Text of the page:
Racism endemic in Met, says Lawrence inquiry adviser
Blame for routine racism within the police rests with senior officers and is far more endemic than Scotland Yard is willing to admit, a former member of the Stephen Lawrence inquiry panel said yesterday.
Dr Richard Stone's condemnation, in an open letter to Commissioner Bernard Hogan-Howe, was echoed by senior figures yesterday as the Metropolitan Police found itself in an embarrassing row over racism more than a decade after it promised to clean up its act.
"Here we are 14 years later with the worst kind of blatant and violent racism by police. Even worse is that the officers appear to be doing it openly in front of colleagues from whom they have no fear of being reported," said Dr Stone.
"Such a group of constables could not be routinely racist like this without their seniors being aware, and telling them to stop. I fear this may alas be more than 'just a few bad apples'."
Dr Stone was among a number of high-profile critics to come forward yesterday after it emerged that 10 cases of racism, involving 18 police officers and one member of staff, had been passed to the Independent Police Complaints Commission. To date, eight police officers and one civilian worker have been suspended.
It emerged last night that Brian Paddick, the London Mayoral candidate, wrote a secret report in 2004 while a serving senior Met officer warning the force that it needed to take tougher action against racism or risk a breakdown in relations with ethnic minorities.
Superintendent Leroy Logan, of the Black Police Association, said repeated warnings of racism in the force over 10 years had been ignored. "Every year since 2001, the young people have been saying how they believe they are being dealt with disrespectfully, and casual racist comments were being used," he said. "We were telling the Met Police, some two or three commissioners back, this is what is coming up. But like so many things, it lands on deaf ears."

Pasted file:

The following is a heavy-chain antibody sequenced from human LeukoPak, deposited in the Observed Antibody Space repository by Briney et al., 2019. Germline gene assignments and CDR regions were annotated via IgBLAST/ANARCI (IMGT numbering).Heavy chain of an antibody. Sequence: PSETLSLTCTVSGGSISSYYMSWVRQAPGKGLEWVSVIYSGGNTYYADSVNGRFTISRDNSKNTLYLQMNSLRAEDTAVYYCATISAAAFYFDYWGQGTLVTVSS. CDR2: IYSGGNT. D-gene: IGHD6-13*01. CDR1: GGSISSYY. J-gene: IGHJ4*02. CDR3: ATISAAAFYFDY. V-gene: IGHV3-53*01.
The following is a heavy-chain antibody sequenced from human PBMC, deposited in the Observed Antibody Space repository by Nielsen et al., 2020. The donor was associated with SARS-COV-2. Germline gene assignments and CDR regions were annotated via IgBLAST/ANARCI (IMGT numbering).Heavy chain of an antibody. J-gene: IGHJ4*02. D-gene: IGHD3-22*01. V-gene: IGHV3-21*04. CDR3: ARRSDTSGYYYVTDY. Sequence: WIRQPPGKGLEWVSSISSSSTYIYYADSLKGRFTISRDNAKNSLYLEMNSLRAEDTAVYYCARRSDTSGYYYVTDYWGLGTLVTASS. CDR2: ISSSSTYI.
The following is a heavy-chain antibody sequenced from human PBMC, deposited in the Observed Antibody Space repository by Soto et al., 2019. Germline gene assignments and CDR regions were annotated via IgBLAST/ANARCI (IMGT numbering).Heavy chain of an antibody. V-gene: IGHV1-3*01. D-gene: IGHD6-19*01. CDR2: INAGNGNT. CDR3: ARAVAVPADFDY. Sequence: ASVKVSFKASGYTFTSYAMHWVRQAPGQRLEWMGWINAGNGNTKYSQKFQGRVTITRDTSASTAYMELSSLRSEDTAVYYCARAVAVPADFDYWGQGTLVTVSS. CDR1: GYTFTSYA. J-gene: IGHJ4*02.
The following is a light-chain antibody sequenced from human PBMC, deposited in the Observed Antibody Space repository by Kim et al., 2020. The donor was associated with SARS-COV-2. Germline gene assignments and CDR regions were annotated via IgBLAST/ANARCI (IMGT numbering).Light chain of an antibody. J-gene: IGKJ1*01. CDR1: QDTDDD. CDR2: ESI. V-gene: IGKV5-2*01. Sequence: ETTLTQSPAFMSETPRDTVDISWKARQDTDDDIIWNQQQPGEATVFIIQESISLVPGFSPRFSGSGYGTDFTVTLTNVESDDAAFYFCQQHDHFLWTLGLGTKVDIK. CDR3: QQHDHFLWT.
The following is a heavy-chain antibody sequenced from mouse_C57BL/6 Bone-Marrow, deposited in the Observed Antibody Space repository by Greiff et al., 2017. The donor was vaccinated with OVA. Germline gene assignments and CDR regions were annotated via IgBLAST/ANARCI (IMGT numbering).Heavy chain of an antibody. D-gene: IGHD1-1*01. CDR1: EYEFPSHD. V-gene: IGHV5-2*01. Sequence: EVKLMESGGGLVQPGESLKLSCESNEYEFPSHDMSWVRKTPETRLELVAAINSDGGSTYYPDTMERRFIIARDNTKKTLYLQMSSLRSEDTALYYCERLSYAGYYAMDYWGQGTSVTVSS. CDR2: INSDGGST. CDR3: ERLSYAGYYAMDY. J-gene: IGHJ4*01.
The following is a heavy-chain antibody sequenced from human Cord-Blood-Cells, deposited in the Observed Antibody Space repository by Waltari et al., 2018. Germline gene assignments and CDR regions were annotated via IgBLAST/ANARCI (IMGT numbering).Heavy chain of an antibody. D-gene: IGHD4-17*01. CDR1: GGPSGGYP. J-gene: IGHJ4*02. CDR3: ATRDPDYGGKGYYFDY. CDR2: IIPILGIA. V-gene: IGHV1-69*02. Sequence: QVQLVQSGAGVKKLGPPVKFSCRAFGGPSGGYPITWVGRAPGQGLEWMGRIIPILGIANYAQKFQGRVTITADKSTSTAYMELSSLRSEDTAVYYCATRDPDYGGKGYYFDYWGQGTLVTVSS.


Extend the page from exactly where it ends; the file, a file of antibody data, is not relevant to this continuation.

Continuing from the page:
Lee Jasper, chair of London Race and Criminal Justice Consortium, warned that the relationship between the black community and the police was at "crisis point". He said: "Such an acute failure to both appreciate and understand the fraught history of relations of black communities and accept the reality of institutional racism within the service is an error of catastrophic proportions."
In his letter to the commissioner, Dr Stone welcomed Mr Hogan-Howe's "condemnation of blatant racism", adding: "You have made a good start by telling everyone under you just to stop it. It is only sustained leadership that can effect real change."
Since 2005, there have been 2,584 complaints of racism against Met officers as well as 136 reported by their own colleagues. Of those, 42 were substantiated and two officers were sacked.
Additional reporting by Raziye Akkoc
Diane Abbott, Labour MP for Hackney North and Stoke Newington
“I think we have to wait and see but this looks very depressing. It is sad that in 2012 police don’t show all citizens the same respect. In the lower ranks, it appears there’s still a lot of canteen culture. And 20 years on from Stephen Lawrence, it is sad that we’re still hearing very serious cases.”
Cllr. Crada Onuegbu - Cabinet Member for Youth, Lewisham Council (formerly Cabinet Member for Community Safety, 9 years)
“What I will say is that things have moved on a great deal since the Stephen Lawrence inquiry, with the implementation of Macpherson’s report, so I am quite surprised to hear what has been made known to us. The new commissioner, I know, is very determined – if that is the case he’s very determined to root out such practices, because they don’t really help anyone.”
“Any sort of racist victimisation – of course, we don’t know the full facts at the moment, but it is something that the police will take very seriously.”
“This is quite an exception, I wouldn’t think that such a thing would happen in this day and age, if it is proven to be correct...it should be stamped out of the police force.”
Lee Jasper, Chair of London Race & Criminal Justice Consortium & Co Chair of Black Activists Rising Against Cuts ( BARAC)